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Ruby on Fire


All glitter-bomb the girl with the knobby Adam's apple

she was saving her pennies up to shave down. All eyelash

her eyes, painted big as butterflies when she sized you up

              —I met her bar-backing at Buddies one summer

when I needed extra cash and a kind word thrown my way.

I think she saw a sorrow of birds inside me. I think she thought

I had a broken wing.  Ruby performed Fridays, got dressed

in back. My job was stocking beer, washing empties,

hauling the occasional keg, putting up with customers

who squeezed my arms and my ass—even Ruby did it

sometimes as I passed, but I liked how she laughed

with the guardrails off, taught me things I couldn’t quite

get my head around, like how to tuck my cock that Halloween

when the whole staff dressed in drag, or the way she

advised me which tricks might be generous, which ones

were creeps to steer clear of.

Nights at the bar when she sang as Cher or Brittany

she seemed to be made of nothing but sequins and cherry lipstick,

a big wig and an even bigger voice. A dirty hitch to her hips,

and legs to die for slipping through the slit of her flashing gown,

a thick coat of makeup concealing acne scars visible by day,

but man, how she shone in the midnight spotlight

singing on the bar’s humble black stage, while all around

human driftwood gathered, Ruby flaming so hot

she sucked up all the oxygen and left us smoldering like embers

when she was done, a superstar for her set

but all nerves and tequila after.

                                                           She showed me her breasts

once her top surgery had healed, her nipples a pair of pink invitations

—I had to stop myself from kissing each one.


                                                                                       I wasn't there

for her walk home one night, the broken bottle hurled, the teenage

wolves in the car eager for chaos and blood. Eight stitches it took

to sew Ruby's head back together. Half an inch below her wig line

a crescent moon. Life at Buddy’s went on until it didn’t. I moved on,

thought I fell in love. When I ran into Ruby last, she had changed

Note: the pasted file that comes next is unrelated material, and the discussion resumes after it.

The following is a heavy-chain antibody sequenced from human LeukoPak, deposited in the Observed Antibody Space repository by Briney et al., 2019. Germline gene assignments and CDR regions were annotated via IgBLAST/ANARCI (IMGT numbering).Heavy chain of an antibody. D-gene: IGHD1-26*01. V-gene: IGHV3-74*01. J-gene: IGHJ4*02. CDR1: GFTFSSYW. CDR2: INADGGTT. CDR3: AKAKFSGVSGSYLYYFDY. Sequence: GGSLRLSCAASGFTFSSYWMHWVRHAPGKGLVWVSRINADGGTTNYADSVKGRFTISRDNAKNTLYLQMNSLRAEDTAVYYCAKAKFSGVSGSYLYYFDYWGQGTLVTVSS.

her pronouns from she/her to they/them to make clear that if anyone

came at her again she’d be an army of more than just one.

                                                                                Burn on, Ruby. Burn on.

*"Ruby On Fire" was selected by Dorianne Laux as Limp Wrist's recipient of the 2021 Glitter Bomb Award.

Kelly McQuain.jpg

Kelly McQuain

Pronouns: He/His

3 Poems

Ruby on Fire

Rock Sonnet

Trick: An Incantation to Stay


Rock Sonnet

Rock solid he stands, his spine a column

unflinching despite the weight he bears.

Ore-veined, gold-flecked, stolid and solemn,

his heart as stony as Medusa’s stare.


His touch is sharp, his fingers steel-scissored;

his eyes cut the sky like a flock of dark birds.

I’ve lost a part of me, a tailless lizard—

his tone is brusque as he clips my words.


Why? His skin is as smooth as vellum.

I tear apart when he unfolds a kind look.

I’m made of paper I want to tell him—

bound and collected, inscribed like a book.


Eternal, we are, caught in this forever lock—

the way rock beats scissors beats paper beats rock.

Trick: An Incantation to Stay

I lick your skin. It tastes like sea salt

or a kind of memory. What if we flinch a minute

in this great unrolling called reality?

Let ourselves sink into a limber nimbus

of sunlight on blond stomach hair,


both our soft underbellies exposed all throughout

this unexpected guard-down afternoon.

We are not trilobites fossilized, but imperfect beauty

unbounded, straddling minutes

in hopes they become hours—ours are the hours,


a kindled beauty the soul craves

and devours. Lust is imagination let loose—let it take us;

a little ferocity can foment

in a good way. Come—the waves inside our bodies

brine us bleachy. Let’s not yet


name this thing nor release it. This tinderbox of tenderness

is sweet torment, and it’s far too early

to hurt for real again, to let the hard light of the hard world

beyond the curtain in. Pleasure veils us.

Let this moment remake us, renew our luster in another’s eyes.


Does it matter if the stars are strewn or sewn

when it comes to the evening sky? So shake off masks,

stiff clothes, the disguise of skin—

all the constructs we put ourselves in. I know it’s too soon to tell

if we are keepers or just pretty glass


glittering jagged among trash, worthless as new pennies—

wish too hard, the wish never lasts.

Tonight when we’re spent and dreaming, I’ll be the sleep in your eyes.

You can growl out my snore.

Both of us content in belonging. Rules of safety ignored.


But right now

there are bruises to unbruise, cuts to kiss. This world

is nothing if not longing.

I am yours; you are mine—for now. Lick away.

Find my heart. Do not miss.

Kelly McQuain's (he/his) poetry has appeared in Best New Poets 2020, The Pinch, Painted Bride Quarterly, The Philadelphia Inquirer, Rogue Agent, Spunk, Assaracus and Cleaver, as well as such anthologies as The Queer South and Rabbit Ears: TV Poems. He is the author of Velvet Rodeo, which won the Bloom chapbook poetry prize, and he has been a Sewanee Tennessee Williams Scholar and a Lambda Literary Fellow. He teaches English and creative writing at the Community College of Philadelphia.  

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